Today we bid goodbye to two favorite themes of this column — former U.S. Sen. Dan Coats and my 1974 Ford Maverick.
Before you become alarmed, neither has passed from this earth. Instead, Coats may at last really be retiring from public life, and my Maverick has seen the last of Indiana.
Coats will step down later this month as the director of national intelligence, a role he accepted reluctantly in 2017, out of a sense of duty to his country.
Coats had retired from the U.S. Senate at the end of 2016 and was looking forward to spending summer afternoons watching the Cubs in Wrigley Field. Little did he know that he was too late — the Cubs had reached their peak two months earlier by winning the World Series.
Coats suspected even less that President Donald Trump would ask him to take one of the most vital jobs in protecting America from its enemies. He couldn’t turn it down.
Our former local Congressman must have endured a stressful 2 1/2 years as the price for his patriotism. It’s not clear if he’s being pushed out or leaving from a sense of frustration. I’d like to think it’s his own choice.
Looking back over my 45-year newspaper career, Coats ranks as my favorite interview among state and national elected officials. Of course, it helps that we had 24 years for interviews during his time in the House and Senate — far longer than anyone else.
My chats with Coats felt honest and genuine. I was not getting the same, memorized spiel he delivered an hour ago in another editor’s office. We were having real, give-and-take conversations.
He didn’t seem to fear saying something that might cost him votes. He never did lose an election.
Best of all, Coats never, not once, did anything that required me to ask an uncomfortable question about his conduct, ethics or foot-in-mouth statements.
An article last week in Slate magazine told a story about Coats that was new even to me — a dedicated Coats-watcher.
It said President George W. Bush was ready to nominate Coats for secretary of defense “until a job interview, where Coats displayed insufficient enthusiasm for an elaborate missile-defense system. … Coats’ washout in the audition — his disinclination to say what Bush wanted him to say, just to get the job — spoke well for his character.”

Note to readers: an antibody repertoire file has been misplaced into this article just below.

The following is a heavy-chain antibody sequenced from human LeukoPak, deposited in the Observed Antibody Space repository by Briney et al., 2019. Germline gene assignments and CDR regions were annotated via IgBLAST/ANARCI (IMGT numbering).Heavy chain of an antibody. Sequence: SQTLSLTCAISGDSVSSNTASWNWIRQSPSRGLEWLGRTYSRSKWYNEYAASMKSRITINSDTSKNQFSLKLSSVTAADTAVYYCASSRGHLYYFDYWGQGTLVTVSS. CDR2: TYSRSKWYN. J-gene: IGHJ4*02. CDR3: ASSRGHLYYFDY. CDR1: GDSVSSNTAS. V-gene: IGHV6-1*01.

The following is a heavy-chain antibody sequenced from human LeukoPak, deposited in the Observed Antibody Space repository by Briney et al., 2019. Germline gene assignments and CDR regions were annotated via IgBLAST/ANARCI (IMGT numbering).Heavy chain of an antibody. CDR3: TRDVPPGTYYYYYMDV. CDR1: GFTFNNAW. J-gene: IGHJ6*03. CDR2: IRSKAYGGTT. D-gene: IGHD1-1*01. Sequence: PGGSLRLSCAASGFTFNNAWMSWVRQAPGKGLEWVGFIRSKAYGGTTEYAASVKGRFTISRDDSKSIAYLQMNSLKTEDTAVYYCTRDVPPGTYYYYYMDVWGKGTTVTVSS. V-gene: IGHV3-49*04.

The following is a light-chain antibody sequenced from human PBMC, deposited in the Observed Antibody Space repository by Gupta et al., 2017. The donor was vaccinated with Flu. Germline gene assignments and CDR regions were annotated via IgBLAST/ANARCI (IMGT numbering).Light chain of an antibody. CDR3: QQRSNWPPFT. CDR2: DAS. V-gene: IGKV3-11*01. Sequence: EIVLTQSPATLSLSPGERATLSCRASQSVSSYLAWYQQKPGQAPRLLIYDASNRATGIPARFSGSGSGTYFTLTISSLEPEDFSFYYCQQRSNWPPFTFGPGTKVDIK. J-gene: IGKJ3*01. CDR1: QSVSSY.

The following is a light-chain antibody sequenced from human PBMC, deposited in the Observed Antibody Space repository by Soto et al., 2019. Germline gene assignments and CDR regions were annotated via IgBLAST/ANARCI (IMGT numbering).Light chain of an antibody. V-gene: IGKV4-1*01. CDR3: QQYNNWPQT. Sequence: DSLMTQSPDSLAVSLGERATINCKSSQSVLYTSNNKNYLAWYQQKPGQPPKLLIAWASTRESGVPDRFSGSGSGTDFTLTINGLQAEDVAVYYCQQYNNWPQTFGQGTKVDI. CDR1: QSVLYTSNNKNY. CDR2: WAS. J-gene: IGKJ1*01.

The article suggests that “history might have turned out differently” had Coats been leading the Department of Defense in the Bush administration. Maybe we wouldn’t have started a war in Iraq if Coats had been there to insist on the truth.
Coats proved over the past 2 1/2 years that he would not budge from his convictions.
At its beginning, the Slate article says, “the sin of Dan Coats … is that he told Trump too many unsettling facts.”
A sad fact for America is that Coats and others with his soft-spoken integrity rarely are considered as possibilities for the White House, since humility seems to be an automatic disqualification.
Speaking of humility, the most humble antique car on the road has reached its retirement home at my son’s place in northeastern Georgia.
You’ve been forced to read often about my misadventures with the 1974 Maverick over the past two decades.
Its finest moment in the press came in a different newspaper, however. In the late 2000s, the Indianapolis Star carried a color photo of the Mav with its driver at the time, my youngest son, Dan, in a feature article about Hoosiers who hang onto oddball cars.
On those rare times when the Maverick was running smoothly enough to go out in public, it never failed to start a conversation by stirring up memories in people who saw it: “I used to drive one of those,” or “My dad had one of those.”
Now, its new owner, middle son Drew, also can say his dad had one of those. In fact, so did his grandfather, who passed the Maverick down to me. That’s why it never was for sale, even though people often knocked on my door to make offers.
The Maverick has moved south to make room in the driveway for my new form of insanity, a work-in-progress 1976 Chevy El Camino. Why? At least partly because my Dad had one of those.